She pulled the sweaters from the drawer and folded them into a waiting cardboard box. Bookshelves needed to be emptied, and closets. It was time to put the ghost to rest.
And she thought it should seem painful, to be in that terrible room.
But it felt warm.
She sat down on the bed, clutching a pile of clothing to her chest. Her temples, usually weighted with a dragging, dull pain, were free of sensation. Like a child momentarily relieved of a heavy burden, she began to cry out her relief, openly and freely.
The faint perfume of Tara's hair seemed to play in the clothes and linens around her.
She curled up on the bed, suddenly tired, clutching the shirts and sweaters close as she cried.
Her black hair clung wet against her cheeks, and her normally pale skin was colored with welts and bruises. She took a second to take stock of her surroundings, and chose a course of action.
They would cross the river soon, and would try to surround her. Best to move fast now, and take them out one by one if she could evade them. She wasn't sure if she could survive another direct confrontation. She had barely made it out as it was.
Pulling herself to the bank from the river mud, she bolted for the underbrush of the forest. She would keep off the main paths, make it harder for them to find her. And then she ran swiftly, with silent grace, into the dark of the trees. The pain in her arm thrilled through her, less pleasant than foreboding as the gravity of her situation pushed through on her wandering thoughts. It was broken in perhaps two places.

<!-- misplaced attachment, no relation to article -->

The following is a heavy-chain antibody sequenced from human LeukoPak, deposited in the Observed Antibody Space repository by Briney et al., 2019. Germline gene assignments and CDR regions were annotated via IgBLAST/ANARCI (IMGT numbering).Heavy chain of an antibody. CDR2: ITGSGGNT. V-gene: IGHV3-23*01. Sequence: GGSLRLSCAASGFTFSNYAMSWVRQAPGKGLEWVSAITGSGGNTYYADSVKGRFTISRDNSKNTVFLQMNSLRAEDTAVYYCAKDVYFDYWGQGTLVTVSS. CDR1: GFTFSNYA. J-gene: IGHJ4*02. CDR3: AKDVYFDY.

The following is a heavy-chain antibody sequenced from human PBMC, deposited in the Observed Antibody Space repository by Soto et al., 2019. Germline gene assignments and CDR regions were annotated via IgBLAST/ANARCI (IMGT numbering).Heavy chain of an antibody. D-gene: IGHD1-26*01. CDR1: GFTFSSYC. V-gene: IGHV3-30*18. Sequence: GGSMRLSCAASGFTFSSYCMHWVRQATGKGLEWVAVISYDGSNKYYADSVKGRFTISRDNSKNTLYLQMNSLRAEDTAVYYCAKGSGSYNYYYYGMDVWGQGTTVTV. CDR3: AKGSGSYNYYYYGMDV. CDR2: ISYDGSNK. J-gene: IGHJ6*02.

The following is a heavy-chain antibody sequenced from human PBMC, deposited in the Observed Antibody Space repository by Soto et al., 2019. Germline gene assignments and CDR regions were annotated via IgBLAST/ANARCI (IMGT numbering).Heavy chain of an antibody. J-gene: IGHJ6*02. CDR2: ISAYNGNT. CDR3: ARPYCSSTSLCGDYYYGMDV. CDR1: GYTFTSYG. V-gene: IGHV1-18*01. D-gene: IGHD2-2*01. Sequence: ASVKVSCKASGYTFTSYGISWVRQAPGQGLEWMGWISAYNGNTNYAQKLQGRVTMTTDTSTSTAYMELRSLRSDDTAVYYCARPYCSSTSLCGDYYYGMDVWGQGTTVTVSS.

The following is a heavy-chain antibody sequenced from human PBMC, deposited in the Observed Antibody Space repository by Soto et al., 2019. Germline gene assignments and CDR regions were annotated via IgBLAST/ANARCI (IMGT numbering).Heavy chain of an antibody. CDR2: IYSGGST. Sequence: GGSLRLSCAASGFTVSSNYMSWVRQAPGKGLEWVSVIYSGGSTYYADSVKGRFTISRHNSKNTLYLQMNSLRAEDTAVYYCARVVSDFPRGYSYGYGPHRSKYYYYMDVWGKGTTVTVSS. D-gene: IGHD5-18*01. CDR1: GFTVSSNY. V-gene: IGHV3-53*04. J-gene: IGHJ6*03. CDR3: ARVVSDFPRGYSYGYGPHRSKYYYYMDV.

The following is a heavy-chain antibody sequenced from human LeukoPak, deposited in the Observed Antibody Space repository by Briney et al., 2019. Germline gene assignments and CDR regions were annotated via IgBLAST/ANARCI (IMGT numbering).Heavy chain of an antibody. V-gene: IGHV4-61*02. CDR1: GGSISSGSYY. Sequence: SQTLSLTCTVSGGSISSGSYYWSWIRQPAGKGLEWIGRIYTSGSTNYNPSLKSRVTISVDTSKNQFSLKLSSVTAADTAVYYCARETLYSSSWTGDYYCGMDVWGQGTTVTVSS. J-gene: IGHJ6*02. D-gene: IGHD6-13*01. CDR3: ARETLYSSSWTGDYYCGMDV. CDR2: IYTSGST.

She ran through the branches, listening carefully to the sound of her pursuers. They were still far enough behind her. As she skirted the edge of a clearing, she paused and smiled at the stars that shone down on her there. She reached her hand up, her good arm straining towards the crystalline light.
An arrow pierced her hand and she screamed. She could see them in the distance, her eyes detecting their black clothed shapes against a blacker night. She tried to calm her mind, to see in it what they were planning for her, but the raw panic had taken hold. Her bare feet moved deftly across the moss covered river stones, through which ferns sprouted and waved gently in the wind. The sound of falling water filled her ears as a woman landed before her, striking her to the ground as she reached for a stake.
Drusilla screamed and lunged forward onto the woman, whose companions were coming closer now. They struggled in the woodland mud, and Drusilla dragged them closer to the rocky edge of the falls, the sharp drop into the white and bubbling continuance of the river below them. She broke the woman's neck in the same motion she pushed them both over the edge.
She wept as she fell against the pulverizing rocks, and as she hit the surface. She cried yet more as she dug herself deep into the river mud, against the crags and beneath the crushing water, to hide, to heal, and to wait. She clutched against the mud and the rocks and sobbed violently, her lungs filling with the water.
Why did they have to chase her? She hadn't done anything wrong.
Continued in --- part two ---